August 8, 2008
Mud Snail is Altering Great Lakes Ecology
U.S. scientists say the New Zealand mud snail, long a problem in western states, has spread across four U.S. Great Lakes and is altering the lakes' ecology.
Pennsylvania State University scientists said the tiny snails out-compete native snails and insects but aren't good fish food replacements for the native species.
The snails can grow to about 1/4 of an inch, but are more commonly 1/16th to 1/8th of an inch in length, Levri said. In some Yellowstone National Park streams they reach population densities of 323 snails per square inch. But less dense populations are reported in the Great Lakes area.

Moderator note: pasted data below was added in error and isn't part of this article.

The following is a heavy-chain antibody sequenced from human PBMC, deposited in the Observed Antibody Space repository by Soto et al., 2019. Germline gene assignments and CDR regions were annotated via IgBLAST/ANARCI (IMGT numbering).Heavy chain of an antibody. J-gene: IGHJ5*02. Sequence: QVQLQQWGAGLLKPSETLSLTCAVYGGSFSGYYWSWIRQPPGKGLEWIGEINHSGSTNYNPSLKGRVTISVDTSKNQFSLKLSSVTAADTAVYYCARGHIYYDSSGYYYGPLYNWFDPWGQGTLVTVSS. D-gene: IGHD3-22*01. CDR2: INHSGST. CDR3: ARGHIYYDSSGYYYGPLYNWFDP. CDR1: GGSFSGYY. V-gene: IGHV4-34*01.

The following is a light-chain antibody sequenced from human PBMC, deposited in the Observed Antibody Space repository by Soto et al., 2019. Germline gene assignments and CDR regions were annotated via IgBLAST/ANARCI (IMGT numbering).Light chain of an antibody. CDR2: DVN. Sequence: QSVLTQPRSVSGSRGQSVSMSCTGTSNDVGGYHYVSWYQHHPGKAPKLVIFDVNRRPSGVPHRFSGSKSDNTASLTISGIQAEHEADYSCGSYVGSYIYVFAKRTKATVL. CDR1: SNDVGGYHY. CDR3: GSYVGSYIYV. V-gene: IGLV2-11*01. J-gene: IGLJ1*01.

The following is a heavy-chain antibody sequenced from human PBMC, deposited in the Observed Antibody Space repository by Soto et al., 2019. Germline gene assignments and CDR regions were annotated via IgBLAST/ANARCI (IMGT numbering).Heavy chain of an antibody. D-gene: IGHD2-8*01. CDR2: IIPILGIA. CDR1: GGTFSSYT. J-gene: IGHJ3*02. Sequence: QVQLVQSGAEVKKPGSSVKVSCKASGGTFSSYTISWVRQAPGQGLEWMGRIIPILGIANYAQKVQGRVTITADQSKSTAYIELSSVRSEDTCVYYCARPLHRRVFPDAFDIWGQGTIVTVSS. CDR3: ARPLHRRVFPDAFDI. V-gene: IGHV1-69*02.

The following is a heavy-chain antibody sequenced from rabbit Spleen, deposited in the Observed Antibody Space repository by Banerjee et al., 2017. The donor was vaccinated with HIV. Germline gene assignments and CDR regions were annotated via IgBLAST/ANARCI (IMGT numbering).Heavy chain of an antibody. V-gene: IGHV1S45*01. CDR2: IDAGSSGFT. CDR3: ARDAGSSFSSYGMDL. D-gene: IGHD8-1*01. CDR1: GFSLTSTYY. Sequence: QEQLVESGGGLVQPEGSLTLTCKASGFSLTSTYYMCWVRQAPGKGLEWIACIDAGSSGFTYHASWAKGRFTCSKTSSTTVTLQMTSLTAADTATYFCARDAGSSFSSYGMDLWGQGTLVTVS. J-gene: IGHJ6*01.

The study that included undergraduates Warren Jacoby, Shane Lunen, Ashley Kelly and Thomas Ladson, was presented Wednesday by Levri during the Ecological Society of America's annual meeting in Milwaukee.